Remarks by: Russ Powers, AMO President and Councillor, City of Hamilton
2013 Ontario West Municipal Conference
London Convention Centre
London, Ontario

Friday, November 15, 2013
9:20 – 9:30 a.m.

(Check Against Delivery)

Good morning.

It is a pleasure to be here in London today on behalf of the Association of Municipalities of Ontario.  

I would like to thank the Ministry of Municipal Affairs and Housing and staff at the Western Office for partnering with AMO on this important meeting.

I am not only AMO’s President, but I also have the honour of serving on Hamilton’s City Council – so this is also my regional municipal conference. It’s an excellent opportunity for neighbours to get together and learn from one another’s experience.

I am particularly pleased that one of the speakers today is Hamilton’s own Paul Johnson, who is driving the City’s Neighbourhood Action Strategy.  That strategy is all about building stronger neighbourhoods by bringing people together – community partners, neighbourhood groups and residents.

We all know that any real action depends on everyone pulling in the same direction.
That’s very much how AMO works, too.

Our communities may be unique, but we recognize that we have a lot of common challenges and interests.  When we come together at AMO, or at these conferences, we focus on working together, learning from another and engaging the province in important conversations.

Strengthening relationships is an apropos theme.
The Memorandum of Understanding formalizes AMO’s relationship with the province. It commits the province to consult with us on proposed changes to legislation and regulations that will have a financial impact on municipal governments.
We don’t always agree, but the MOU process does a good job of making sure that we understand one another.

At the heart of the MOU – and at the heart of strengthening any working relationship, is a willingness to talk and listen.

To be open to differences.

To be willing to disagree on some things, while making progress on others.

And we have made progress.

Many of you will be familiar with the 12 asks that we outlined during the last Provincial election.  

These were our priorities – practical and pragmatic. We have moved forward on many, if not most of them.

I don’t have enough time to give you an update on all 12, but we have posted a recent progress report on our website and have shared it with MPPs. I would encourage you to check it out.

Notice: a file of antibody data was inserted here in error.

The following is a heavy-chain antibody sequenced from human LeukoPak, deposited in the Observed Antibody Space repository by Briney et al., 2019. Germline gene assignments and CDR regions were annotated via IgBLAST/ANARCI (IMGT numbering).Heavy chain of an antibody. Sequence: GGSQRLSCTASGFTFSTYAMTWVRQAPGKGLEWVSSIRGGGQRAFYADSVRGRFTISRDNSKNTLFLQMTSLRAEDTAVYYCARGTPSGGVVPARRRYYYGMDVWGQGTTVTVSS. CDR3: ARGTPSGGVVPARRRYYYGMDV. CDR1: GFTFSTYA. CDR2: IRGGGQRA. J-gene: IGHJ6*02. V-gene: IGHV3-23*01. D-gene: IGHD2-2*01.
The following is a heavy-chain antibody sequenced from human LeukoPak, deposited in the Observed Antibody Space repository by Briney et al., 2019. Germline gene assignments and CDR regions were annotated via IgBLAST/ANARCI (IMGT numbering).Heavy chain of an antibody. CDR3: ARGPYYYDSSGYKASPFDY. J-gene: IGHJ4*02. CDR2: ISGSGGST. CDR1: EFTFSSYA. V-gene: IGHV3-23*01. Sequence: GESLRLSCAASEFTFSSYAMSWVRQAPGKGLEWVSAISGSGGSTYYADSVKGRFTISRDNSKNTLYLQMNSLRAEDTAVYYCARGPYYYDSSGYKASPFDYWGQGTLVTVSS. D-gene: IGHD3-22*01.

There are discussions, proposals and even pending or passed legislation on every single one of our Asks.

We’ve found that we have made the most progress on areas where the government can act.

Importantly, we have secured the upload agreement to 2018.
In matters that require legislative change, though, progress moves more slowly.

We are urging provincial legislators to move forward on two key bills that are before them right now.

Bill 34 gives us the tools we need to recoup millions of dollars in unpaid Provincial Offences fines. It was introduced six months ago with support from all three parties – but still hasn’t received second reading.

The proposed Waste Reduction Act needs to move beyond second reading.

People don’t like to think about garbage.  But in a market driven by disposable goods, managing waste is getting more and more costly.

Businesses need incentives to improve their products to better protect the environment.

Moving this bill on to Standing Committee would allow for any amendments, and then move it forward to third and final reading.
If passed into law, it would provide property taxpayers some relief from rising waste management costs.

While people may not want to think about their garbage - they do think about infrastructure.

It starts the moment they wake up and turn on the tap, expecting safe drinking water. They travel to work, expecting roads in good repair. And they play, expecting fine community facilities.

They know infrastructure is expensive;

They know it needs to be maintained;

They know it has to be well planned;

...and they know there are serious consequences if these needs aren’t managed well.

I think it is safe to say that our shared interest in dependable infrastructure has helped to bring our three orders of government together.